Jhumpa Lahiri's best-selling novel The Namesake spans two generations and two continents in its exploration of culture, identity, and family. That's a lot of ground to cover in a couple hours, but director Mira Nair deftly translates the tale to the big screen—The Namesake captures the immigrant experience with a complexity and nuance that is usually reserved for literature.

A first-generation Indian American, Gogol Ganguli (Kal Penn) isn't ashamed of his parents, exactly—he just doesn't think their lives have anything to do with his. As a teenager, he hates his oft-mocked name; as an adult, he starts going by Nik, then distances himself from his parents and the community of Indian immigrants to which they belong. His life as a successful architect is worlds away from his childhood home—the elegant paradox being that Gogol only decided to become an architect after seeing the Taj Mahal for the first time.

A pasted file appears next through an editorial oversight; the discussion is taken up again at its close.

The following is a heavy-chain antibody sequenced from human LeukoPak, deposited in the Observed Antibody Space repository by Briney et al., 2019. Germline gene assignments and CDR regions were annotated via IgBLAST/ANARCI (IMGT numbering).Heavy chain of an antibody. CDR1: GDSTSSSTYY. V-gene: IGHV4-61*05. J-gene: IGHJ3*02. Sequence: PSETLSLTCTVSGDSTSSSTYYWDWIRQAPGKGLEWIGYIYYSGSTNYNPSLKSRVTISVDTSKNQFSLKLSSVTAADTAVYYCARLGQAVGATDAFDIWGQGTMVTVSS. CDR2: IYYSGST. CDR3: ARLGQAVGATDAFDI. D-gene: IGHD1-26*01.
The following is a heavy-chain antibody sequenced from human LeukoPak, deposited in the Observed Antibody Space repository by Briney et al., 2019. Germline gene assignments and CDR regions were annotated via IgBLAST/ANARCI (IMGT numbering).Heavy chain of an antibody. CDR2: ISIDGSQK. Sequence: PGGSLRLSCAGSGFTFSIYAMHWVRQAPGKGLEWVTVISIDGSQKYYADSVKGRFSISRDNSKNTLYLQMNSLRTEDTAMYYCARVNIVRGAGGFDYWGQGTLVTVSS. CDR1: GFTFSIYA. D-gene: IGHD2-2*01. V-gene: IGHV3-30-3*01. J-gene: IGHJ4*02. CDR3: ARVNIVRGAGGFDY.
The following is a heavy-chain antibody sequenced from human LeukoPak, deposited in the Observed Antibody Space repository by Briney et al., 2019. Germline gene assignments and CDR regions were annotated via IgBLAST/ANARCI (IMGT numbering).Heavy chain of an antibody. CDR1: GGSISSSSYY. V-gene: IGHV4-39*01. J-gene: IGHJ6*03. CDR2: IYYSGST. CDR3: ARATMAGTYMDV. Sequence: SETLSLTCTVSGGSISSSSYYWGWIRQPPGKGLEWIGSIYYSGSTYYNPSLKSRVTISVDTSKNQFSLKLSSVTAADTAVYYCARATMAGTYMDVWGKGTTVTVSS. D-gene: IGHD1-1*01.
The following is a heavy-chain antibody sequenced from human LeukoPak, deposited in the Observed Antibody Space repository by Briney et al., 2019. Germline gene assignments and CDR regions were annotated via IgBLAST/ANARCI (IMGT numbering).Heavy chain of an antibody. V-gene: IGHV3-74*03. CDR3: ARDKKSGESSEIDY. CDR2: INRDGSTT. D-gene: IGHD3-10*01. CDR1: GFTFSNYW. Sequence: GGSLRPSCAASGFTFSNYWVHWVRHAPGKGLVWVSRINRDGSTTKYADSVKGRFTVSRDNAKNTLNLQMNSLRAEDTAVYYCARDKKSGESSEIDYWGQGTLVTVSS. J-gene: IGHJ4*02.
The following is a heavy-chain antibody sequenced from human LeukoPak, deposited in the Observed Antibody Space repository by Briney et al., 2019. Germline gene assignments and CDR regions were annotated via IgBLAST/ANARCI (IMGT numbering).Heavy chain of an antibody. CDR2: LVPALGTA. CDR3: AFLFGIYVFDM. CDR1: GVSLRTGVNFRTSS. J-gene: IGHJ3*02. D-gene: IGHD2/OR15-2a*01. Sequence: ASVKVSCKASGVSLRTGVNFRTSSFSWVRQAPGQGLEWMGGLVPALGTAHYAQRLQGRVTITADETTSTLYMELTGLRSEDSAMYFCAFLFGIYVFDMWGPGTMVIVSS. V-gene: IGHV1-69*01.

Though the formula is familiar, The Namesake is head and shoulders above standard coming-of-age tropes. The first quarter of the film focuses exclusively on Gogol's parents—on the early years of their marriage, when they were young and brave and in love in a new country. This gives the viewer a better understanding of Gogol's background than Gogol himself has; it also turns his parents (played by Indian stars Tabu and Irfan Kahn) into some of the most sympathetic movie parents of all time.

Kal Penn (best known as Kumar in Harold & Kumar Go to White Castle) gives a spot-on performance as the stoned and surly teenaged Gogol, and then cleans up nice to depict the character as an adult, while Jacinda Barrett is brilliantly cast as Gogol's WASP-y girlfriend: pretty, smart, and exuding an almost imperceptible air of entitlement. It's in fact hard to find fault with this film; Gogol's compelling story is told with sensitivity, skill, and grace.